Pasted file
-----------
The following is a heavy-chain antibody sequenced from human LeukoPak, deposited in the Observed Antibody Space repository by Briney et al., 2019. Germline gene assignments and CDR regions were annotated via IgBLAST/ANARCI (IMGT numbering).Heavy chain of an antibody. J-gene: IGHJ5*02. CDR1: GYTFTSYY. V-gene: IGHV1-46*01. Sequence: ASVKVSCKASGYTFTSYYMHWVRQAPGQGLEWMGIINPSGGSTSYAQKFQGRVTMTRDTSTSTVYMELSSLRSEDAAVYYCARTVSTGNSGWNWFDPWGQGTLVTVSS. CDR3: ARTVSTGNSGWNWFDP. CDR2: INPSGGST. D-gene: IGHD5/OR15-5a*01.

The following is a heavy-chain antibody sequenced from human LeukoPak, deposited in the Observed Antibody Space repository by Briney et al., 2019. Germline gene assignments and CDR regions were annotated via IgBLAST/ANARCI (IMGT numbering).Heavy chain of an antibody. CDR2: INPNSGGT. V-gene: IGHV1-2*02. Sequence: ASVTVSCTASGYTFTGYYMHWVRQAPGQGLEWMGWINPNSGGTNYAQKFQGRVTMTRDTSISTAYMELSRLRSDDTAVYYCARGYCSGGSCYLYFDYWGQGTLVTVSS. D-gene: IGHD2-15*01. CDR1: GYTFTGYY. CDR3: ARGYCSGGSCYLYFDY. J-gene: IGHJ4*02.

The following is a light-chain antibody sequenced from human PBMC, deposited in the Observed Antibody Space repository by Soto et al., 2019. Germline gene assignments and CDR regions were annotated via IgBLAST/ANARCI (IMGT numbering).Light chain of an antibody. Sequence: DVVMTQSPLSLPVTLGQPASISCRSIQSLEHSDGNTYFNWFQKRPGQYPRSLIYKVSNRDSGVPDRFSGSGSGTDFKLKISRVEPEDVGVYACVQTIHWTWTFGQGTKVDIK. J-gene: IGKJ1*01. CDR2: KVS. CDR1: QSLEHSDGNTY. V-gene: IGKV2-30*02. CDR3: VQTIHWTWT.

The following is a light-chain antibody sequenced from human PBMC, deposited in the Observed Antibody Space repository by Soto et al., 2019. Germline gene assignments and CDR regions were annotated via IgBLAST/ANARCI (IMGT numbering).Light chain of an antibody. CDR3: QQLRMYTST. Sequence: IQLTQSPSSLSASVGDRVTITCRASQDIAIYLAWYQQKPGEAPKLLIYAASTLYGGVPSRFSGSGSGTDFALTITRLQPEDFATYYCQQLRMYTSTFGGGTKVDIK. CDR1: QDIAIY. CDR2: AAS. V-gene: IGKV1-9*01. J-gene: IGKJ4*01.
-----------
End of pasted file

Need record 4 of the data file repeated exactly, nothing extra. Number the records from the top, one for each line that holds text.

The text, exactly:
The following is a light-chain antibody sequenced from human PBMC, deposited in the Observed Antibody Space repository by Soto et al., 2019. Germline gene assignments and CDR regions were annotated via IgBLAST/ANARCI (IMGT numbering).Light chain of an antibody. CDR3: QQLRMYTST. Sequence: IQLTQSPSSLSASVGDRVTITCRASQDIAIYLAWYQQKPGEAPKLLIYAASTLYGGVPSRFSGSGSGTDFALTITRLQPEDFATYYCQQLRMYTSTFGGGTKVDIK. CDR1: QDIAIY. CDR2: AAS. V-gene: IGKV1-9*01. J-gene: IGKJ4*01.